So what's happened to turn me away from something I previously enjoyed?

 

How many of you can list 10 good news stories you've read in the past week? Five? Two?

It's pathetic how bad news travels so fast and gets such an insane amount of coverage. Perhaps I've grown tired of the negativity that I've let creep into my life each and every day.

Being recently diagnosed with depression certainly hasn't helped me maintain a positive perspective on things.

But I need to. I really, really need to.

Remember when you were a kid? The days lasted forever. We had fun. We didn't worry about politics, economics, global strife, or daily mass shootings.

Our biggest worry was whether we'd ace that math exam or not, or if the schoolyard bully was going to pick you as the lucky winner of today's harassment.

Bombarded with information … if that's the right word

Fast-forward to 2018.

The internet, social media and broadcast television/radio means we are constantly being bombarded with information, and I use that term loosely.

Perhaps I've grown tired of the negativity that I've let creep into my life each and every day.

Sensational headlines, clickbait, and doom-and-gloom articles are the norm.

There are good news stories out there but I feel like it takes far too much effort to find them amongst the drivel.

I realize that most journalists are simply doing their jobs, writing an article or producing a broadcast piece based on an angle they've been given by a senior producer, etc. I also realize that the news industry is a business like any other. It has to generate revenue. It has to create and maintain an audience.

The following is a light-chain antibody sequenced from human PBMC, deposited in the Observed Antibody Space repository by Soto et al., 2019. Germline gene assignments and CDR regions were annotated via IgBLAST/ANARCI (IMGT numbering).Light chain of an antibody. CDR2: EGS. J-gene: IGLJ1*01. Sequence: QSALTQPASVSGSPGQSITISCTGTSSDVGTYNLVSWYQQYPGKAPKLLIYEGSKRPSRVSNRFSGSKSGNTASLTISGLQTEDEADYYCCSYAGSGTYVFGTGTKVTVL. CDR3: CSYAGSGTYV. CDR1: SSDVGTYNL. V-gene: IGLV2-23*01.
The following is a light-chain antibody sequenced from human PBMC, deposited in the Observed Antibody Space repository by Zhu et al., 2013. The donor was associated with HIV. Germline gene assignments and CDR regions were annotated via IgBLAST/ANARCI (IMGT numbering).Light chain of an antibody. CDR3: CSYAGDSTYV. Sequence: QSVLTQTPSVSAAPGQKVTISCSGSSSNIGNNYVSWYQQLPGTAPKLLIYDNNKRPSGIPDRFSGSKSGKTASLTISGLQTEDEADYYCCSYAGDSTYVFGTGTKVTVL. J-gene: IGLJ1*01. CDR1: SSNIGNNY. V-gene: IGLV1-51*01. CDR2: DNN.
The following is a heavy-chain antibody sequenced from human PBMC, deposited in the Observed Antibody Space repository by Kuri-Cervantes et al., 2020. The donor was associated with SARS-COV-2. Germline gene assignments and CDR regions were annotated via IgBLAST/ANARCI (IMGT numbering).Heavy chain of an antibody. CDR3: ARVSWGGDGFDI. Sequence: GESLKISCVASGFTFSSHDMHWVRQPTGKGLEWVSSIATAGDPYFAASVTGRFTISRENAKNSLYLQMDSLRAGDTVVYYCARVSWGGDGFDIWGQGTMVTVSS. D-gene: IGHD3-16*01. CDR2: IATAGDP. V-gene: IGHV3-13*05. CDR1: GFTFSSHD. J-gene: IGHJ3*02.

How do they do that? Not with an article about fluffy kittens or the kindly neighbour who shovels the snow for the senior citizens on his street.

The article about the fire in a housing complex that killed 14 children is captivating. The story of an entire country literally starving to death is fantastic. The sabre-rattling of deranged world leaders threatening to start a thermonuclear war certainly gets people's attention.

I was recently in the waiting room at my family doctor's office, not something most folks would enjoy on the best of days. The television was on, tuned to a major Canadian news channel, blasting the latest news stories of the day.

Donald Trump has been a pivotal ‚ÄĒ and often disruptive ‚ÄĒ presence in news headlines since he launched his presidential campaign three years ago. (Kevin Lamarque/Reuters)

Apparently these days the only things that are newsworthy, even here in Canada, are the latest shenanigans, blunders and outright asinine actions of the administration of elected officials to our South.

I don't have the words to describe my utter contempt and disappointment in what's going on. (Well, I do, but I seriously doubt they would make it past the editors.)

My social media feed is chock-full of political misinformation, extreme left or right points of view, and hatred being spewed from all sides.